The past few years have delivered a technological renaissance in footwear. Nike’s Hyperadapt 1.0 made Back II The Future’s self-lacing sneakers a reality. Adidas’ Futurecraft 4D crafted the most comfortable shoe we have ever seen using 3D printing and. Not being outdone, Reebok’s very own Liquid Factory used 3D printing as well to create its own intricate and visually stunning designs prior to the company debuted a totally recyclable — and entirely unique — apparel line dubbed Cotton + Corn.
So where do you get a pair? Well, that is the tricky part.
Technology might be making men and women’s shoes smarter and trendier but it is also, ironically, keeping them off your toes. However fashionable or modern you believe that your shoes are, it’s unlikely you have worn anything like them. The “Future of Sneakers” has largely yielded overpriced, under produced notion shoes that the ordinary person won’t ever have a chance to lace up – many are just sitting in glass showcases rather than actually being worn. Here is what’s holding them back, and why we may not have to put up with it indefinitely.
Where are those?
Reebok released just 300 pairs of the Liquid Factory shoes in 2016, and has yet to formally announce plans for a re-release. At this time, its position as a one-and-done seems necessarily set in stone.
Nike followed a similar route with the Hyperadapt 1.0, first placing them available in December of 2016 and supplying an unspecified quantity. The footwear giant then placed them back out there in September of the year — yet again in large quantities — and capped off the re-release with no voiced plan of making them widely accessible.
Reebok’s Cotton and Corn shoes are the rarest of the bunch — those do not even have a whiff of a release date to their title. So, what gives?
Sneaker companies know these theories generate hype, but they have not put quite as much thought into how to really produce them. The battles of Adidas’ 3D-printed shoe — the 3D Runner — reveal the issue precisely. Adidas 3D-printed and sold several hundred pairs of these shoes in December of 2016, a complete year after unveiling the Futurecraft 3D, the business’s first 3D-printed shoe.
This limited number of shoes were mostly due to the 3D printing technologies Adidas utilised, which only allowed the manufacturer to construct six midsoles in a time — and took a staggering eight to ten hours merely to 3D print those six midsoles. That translates to a few dozen produced daily; it doesn’t require a business major to know that is not exactly conducive to mass production.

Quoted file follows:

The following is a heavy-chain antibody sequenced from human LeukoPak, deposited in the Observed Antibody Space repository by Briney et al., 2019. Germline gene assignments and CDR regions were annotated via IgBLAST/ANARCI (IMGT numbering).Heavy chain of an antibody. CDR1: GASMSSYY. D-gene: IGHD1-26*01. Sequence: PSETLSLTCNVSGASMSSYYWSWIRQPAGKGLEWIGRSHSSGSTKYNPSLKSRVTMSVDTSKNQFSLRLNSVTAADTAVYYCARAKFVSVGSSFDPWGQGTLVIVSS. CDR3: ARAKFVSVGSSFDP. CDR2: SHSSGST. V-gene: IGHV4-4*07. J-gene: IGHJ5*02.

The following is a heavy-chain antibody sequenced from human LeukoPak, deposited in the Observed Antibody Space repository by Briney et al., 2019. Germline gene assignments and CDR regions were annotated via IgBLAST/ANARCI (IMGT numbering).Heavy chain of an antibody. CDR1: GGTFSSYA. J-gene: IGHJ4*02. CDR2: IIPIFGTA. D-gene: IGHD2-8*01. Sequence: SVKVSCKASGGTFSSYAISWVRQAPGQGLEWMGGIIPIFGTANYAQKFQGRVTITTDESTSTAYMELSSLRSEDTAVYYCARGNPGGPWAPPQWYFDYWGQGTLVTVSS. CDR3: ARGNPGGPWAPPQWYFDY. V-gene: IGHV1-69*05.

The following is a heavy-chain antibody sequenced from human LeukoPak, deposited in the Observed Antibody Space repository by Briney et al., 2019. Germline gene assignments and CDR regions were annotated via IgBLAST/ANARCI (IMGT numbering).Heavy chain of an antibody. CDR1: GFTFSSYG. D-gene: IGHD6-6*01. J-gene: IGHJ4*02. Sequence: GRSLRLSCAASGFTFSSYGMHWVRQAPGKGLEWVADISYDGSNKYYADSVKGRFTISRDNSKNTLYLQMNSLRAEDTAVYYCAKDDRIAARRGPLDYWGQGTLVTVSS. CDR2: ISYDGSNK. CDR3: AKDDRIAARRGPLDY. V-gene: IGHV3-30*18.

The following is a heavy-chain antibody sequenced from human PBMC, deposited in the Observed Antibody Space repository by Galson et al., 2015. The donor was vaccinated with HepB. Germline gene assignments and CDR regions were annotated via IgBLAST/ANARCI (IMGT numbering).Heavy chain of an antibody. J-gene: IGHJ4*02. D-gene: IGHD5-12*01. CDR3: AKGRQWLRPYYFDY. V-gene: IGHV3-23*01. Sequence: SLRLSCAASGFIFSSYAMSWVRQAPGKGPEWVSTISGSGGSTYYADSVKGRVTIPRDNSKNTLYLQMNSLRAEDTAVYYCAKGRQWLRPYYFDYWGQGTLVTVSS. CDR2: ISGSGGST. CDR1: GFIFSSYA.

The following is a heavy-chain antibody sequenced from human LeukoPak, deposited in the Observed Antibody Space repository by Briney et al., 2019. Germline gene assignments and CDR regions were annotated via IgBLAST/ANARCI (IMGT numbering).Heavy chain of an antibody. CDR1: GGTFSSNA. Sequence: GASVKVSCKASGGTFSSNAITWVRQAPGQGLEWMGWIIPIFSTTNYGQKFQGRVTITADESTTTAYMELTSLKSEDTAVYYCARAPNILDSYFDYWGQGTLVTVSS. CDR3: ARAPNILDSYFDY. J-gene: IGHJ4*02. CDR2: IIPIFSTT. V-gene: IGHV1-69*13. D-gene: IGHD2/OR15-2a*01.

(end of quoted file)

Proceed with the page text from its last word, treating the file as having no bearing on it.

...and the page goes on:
3D printing and other new small manufacturing techniques can make it easier for these organisations to crank out a couple of components for collectors, but they do not translate at all to the factories where the actual work gets done. Until all these brands devise a way to create a pair of next-gen shoes as fast and as cheap as, say, a pair of Jordan’s, you won’t find lots of people donning this sort of footwear in the streets.
Mo’ money, fewer sneakers
Costs for these shoes reflect their rarity. While shoemakers do have a history of jacking up costs however small its manufacturing costs are — let’s not forget the often-expensive resale market, either — this current run of tech-forward footwear is in a league of its own. Therefore, while Nike’s intended price of $720 for your Hyperadapt 1.0 is almost laughable, it is logical. After all, new technologies are rarely cheap.
Adidas has not priced its Futurecraft 4D shoes yet, but a recent Reuters report warns of a looming “unspecified premium cost” on the horizon.
As frustrating as these high costs are, they reflect actual costs of adding technologies. Nike’s Hyperadapt features built-in detectors to detect foot pressure, an integrated engine, and also needs a two-amp mobile battery charger — all so that you won’t need to bend down to physically lace up them. Add to that the regular rubber, leather, vinyl, and foam, and no wonder that the cost is exorbitantly high.
The path forward for shoes is not entirely bleak — there is still plenty of hope for a future that fits in your toes. Like OLED televisions, the technology in these shoes begins expensive, but it is getting cheaper all the time.
In May 2016, Hewlett-Packard introduced the HP Jet Fusion 3D Printing Option, which HP currently uses to assist Nike create 3D-printed men and women’s sneakers. HP promises its new 3D printing machines may print shoe parts almost ten times faster, and at half the cost than traditional 3D printing procedures.
Adidas is also refining production practices such as the Futurecraft 4D, intent on making it cheaper. The business hopes to sell 5,000 pairs this season, but plans to launch a whopping 100,000 pairs next year. The catalyst for its 20-fold growth in manufacturing rests with Carbon, the firm pioneering an innovative 3D-printing process called “digital lighting synthesis” to fabricate components of the shoe. Though Carbon currently prints a midsole within an hour and a half, the company hopes to decrease that time to as low as 20 minutes.
Be patient. These improvements will eventually trickle down to futuristic footwear you are able to afford. Like flat-screen TVs and smartphones, some day we will all be able to manage shoe technology that most of us can only dream about now. So, while some currently have limited release, are wildly overpriced or simply sitting in a glass showcase on display – in time they will be accessible for the average individual.